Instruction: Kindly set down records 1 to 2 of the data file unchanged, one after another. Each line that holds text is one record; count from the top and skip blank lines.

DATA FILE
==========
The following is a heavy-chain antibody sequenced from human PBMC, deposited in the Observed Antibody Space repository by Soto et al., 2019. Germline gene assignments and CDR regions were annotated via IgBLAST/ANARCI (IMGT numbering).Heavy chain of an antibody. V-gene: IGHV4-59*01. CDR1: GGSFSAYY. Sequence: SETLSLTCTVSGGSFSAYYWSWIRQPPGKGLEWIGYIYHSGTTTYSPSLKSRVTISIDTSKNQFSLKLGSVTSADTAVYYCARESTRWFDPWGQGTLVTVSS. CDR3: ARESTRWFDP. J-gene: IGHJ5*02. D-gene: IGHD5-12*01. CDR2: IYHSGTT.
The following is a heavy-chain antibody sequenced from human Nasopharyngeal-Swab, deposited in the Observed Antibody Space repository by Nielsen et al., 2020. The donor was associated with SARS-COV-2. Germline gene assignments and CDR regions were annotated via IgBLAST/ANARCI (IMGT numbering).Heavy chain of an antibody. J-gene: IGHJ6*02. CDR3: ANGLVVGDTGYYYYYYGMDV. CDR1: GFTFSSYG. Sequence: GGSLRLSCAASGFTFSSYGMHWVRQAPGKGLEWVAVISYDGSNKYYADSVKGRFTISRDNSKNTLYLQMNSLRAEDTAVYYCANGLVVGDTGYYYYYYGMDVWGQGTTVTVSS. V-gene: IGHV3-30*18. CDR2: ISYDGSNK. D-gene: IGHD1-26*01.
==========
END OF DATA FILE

The following is a heavy-chain antibody sequenced from human PBMC, deposited in the Observed Antibody Space repository by Soto et al., 2019. Germline gene assignments and CDR regions were annotated via IgBLAST/ANARCI (IMGT numbering).Heavy chain of an antibody. V-gene: IGHV4-59*01. CDR1: GGSFSAYY. Sequence: SETLSLTCTVSGGSFSAYYWSWIRQPPGKGLEWIGYIYHSGTTTYSPSLKSRVTISIDTSKNQFSLKLGSVTSADTAVYYCARESTRWFDPWGQGTLVTVSS. CDR3: ARESTRWFDP. J-gene: IGHJ5*02. D-gene: IGHD5-12*01. CDR2: IYHSGTT.
The following is a heavy-chain antibody sequenced from human Nasopharyngeal-Swab, deposited in the Observed Antibody Space repository by Nielsen et al., 2020. The donor was associated with SARS-COV-2. Germline gene assignments and CDR regions were annotated via IgBLAST/ANARCI (IMGT numbering).Heavy chain of an antibody. J-gene: IGHJ6*02. CDR3: ANGLVVGDTGYYYYYYGMDV. CDR1: GFTFSSYG. Sequence: GGSLRLSCAASGFTFSSYGMHWVRQAPGKGLEWVAVISYDGSNKYYADSVKGRFTISRDNSKNTLYLQMNSLRAEDTAVYYCANGLVVGDTGYYYYYYGMDVWGQGTTVTVSS. V-gene: IGHV3-30*18. CDR2: ISYDGSNK. D-gene: IGHD1-26*01.